To deal with the pollution caused by the textile industry, we have no interest in moving away from new technologies and fashion tech. Indeed, they allow many advances.
The first innovation that comes to mind is 3D printing, which could completely revolutionize the fashion industry. “The democratization of 3D printing will be as spectacular as that of the sewing machine”, explains Andrew Bolton, chief curator of the Costume Institute at the Metropolitan Museum of Art. 3D printing allows us to produce very precise prototypes of garments without having to send them back to the manufacturer several times, and may one day allow us to produce garments at home to our exact measurements.
It is necessary to mention the “negative externalities” of all abuses of the textile industry. One fabric will cost less than another, but this does not include “negative externalities” such as environmental damage. To achieve the objectives of sustainable development, it will be necessary to find alternatives to textile creation through research and development, which cannot be done without technology. Take the example of imitation Skaï made apple waste, or SeaCell, which manufactures fibers from algae.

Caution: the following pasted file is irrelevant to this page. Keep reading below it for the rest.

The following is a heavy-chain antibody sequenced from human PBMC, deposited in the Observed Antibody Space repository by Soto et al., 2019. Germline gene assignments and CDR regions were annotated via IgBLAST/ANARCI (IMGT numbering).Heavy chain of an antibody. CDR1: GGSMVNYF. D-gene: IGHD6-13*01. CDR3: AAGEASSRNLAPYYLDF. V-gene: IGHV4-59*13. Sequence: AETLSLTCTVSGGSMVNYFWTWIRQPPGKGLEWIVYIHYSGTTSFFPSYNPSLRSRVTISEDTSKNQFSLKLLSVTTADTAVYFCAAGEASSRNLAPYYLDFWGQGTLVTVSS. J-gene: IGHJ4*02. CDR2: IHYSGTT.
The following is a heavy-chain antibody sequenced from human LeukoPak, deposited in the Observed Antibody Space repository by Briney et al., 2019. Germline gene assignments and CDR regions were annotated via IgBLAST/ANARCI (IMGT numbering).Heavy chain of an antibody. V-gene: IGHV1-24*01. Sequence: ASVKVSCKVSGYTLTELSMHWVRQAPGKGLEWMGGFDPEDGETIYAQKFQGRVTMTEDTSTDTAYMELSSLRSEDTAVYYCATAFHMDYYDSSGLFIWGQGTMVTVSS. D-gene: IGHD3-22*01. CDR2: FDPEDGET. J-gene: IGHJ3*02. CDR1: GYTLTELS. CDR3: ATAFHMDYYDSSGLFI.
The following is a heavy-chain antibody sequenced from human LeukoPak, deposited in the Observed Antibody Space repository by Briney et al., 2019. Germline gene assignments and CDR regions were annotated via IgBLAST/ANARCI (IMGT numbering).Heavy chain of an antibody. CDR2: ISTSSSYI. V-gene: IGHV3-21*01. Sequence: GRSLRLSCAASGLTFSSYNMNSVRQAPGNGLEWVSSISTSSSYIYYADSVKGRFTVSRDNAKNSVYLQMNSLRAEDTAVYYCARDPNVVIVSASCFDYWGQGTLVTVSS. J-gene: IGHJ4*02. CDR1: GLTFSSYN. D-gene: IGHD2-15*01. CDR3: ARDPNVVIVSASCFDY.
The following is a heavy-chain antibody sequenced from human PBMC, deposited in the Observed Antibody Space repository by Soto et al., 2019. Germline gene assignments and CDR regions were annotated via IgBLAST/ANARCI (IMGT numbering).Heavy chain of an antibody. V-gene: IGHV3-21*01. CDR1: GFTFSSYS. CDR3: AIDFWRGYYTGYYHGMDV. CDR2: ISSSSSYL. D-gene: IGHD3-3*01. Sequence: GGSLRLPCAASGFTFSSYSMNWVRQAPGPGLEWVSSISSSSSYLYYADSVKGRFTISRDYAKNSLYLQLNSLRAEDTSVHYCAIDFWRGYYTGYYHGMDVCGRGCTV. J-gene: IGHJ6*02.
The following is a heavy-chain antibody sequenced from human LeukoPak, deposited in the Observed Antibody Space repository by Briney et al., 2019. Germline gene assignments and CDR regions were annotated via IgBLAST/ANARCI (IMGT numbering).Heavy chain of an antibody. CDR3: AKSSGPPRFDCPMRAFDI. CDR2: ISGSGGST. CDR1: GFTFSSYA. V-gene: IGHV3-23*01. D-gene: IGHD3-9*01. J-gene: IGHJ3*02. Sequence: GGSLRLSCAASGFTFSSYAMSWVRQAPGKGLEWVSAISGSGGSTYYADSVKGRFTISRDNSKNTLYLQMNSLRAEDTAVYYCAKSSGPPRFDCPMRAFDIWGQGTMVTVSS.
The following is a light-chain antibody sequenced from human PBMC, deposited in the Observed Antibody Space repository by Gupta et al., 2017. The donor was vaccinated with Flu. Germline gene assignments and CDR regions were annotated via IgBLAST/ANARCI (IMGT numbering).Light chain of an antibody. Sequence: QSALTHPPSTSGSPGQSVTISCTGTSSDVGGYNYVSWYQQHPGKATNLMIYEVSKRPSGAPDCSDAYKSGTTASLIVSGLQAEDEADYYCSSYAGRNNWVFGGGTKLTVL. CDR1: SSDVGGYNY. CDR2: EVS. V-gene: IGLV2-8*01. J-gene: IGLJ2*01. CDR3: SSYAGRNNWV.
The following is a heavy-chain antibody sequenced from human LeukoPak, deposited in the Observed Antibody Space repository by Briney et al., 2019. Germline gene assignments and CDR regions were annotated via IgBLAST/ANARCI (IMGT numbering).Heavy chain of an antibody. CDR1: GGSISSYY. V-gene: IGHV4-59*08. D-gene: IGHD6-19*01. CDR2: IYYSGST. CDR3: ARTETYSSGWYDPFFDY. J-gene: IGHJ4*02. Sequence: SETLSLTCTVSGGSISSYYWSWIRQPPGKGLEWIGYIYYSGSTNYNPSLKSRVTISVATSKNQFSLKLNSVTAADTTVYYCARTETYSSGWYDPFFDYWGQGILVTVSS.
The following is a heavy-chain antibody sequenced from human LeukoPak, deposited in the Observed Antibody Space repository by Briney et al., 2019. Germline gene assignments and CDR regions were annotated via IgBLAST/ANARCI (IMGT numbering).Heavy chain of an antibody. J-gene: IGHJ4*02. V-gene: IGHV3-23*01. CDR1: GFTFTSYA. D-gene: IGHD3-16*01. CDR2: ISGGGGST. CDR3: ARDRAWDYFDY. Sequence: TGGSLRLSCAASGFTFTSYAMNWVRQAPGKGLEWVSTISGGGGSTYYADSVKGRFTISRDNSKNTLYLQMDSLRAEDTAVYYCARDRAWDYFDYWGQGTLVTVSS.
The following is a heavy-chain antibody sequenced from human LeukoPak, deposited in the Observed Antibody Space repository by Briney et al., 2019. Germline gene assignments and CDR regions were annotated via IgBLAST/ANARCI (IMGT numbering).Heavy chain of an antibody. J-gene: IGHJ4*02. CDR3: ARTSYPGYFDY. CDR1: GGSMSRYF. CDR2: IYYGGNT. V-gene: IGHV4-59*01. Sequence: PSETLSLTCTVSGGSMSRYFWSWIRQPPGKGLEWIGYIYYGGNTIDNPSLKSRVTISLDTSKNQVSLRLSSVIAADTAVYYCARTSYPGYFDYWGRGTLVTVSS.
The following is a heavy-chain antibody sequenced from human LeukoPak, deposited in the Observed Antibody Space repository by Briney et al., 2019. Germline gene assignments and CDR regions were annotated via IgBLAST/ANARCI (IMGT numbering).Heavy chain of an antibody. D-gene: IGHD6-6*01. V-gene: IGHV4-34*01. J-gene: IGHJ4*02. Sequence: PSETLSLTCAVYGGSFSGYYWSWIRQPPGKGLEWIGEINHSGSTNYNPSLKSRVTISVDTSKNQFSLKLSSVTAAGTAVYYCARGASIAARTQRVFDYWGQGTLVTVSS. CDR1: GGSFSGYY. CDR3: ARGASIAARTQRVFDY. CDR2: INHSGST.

We are hearing more and more about web3, NFT and the metaverse in fashion.
Are these new technologies the solution to the extreme pollution of the textile industry?
The metaverse allows users to design their own avatars via a 3D virtual reality platform. The metaverse has “become a major new issue in the textile industry and represents a $50 billion opportunity by 2030 for the fashion and luxury market” (according to the investment bank Morgan Stanley). Fashion brands are rushing to invest in these new technologies.
The metaverse has many advantages: no waste, no transport problems, no stocks (there is no residual stock that must be sold at a reduced price, given away or destroyed), no shootings and no sizes. The fashion bonus in the metaverse would be a piece that can be seen as in real life, without moving. It would be a kind of tool to better show the physical garment, better imagine it. And what if, in the end, virtual reality made us want to anchor ourselves in reality? What if wearing an outfit in augmented reality made us want to leave our homes, to go to a shop to feel the softness of the textile? The metaverse must enrich our physical reality! In addition to the meteoric rise of second-hand clothing and a certain ecological awareness, the metaverse is therefore a real boon for the ultra-polluting fashion industry.
Fashion has always been at the forefront of innovation. In our fast-paced society, the future of fashion holds many surprises.
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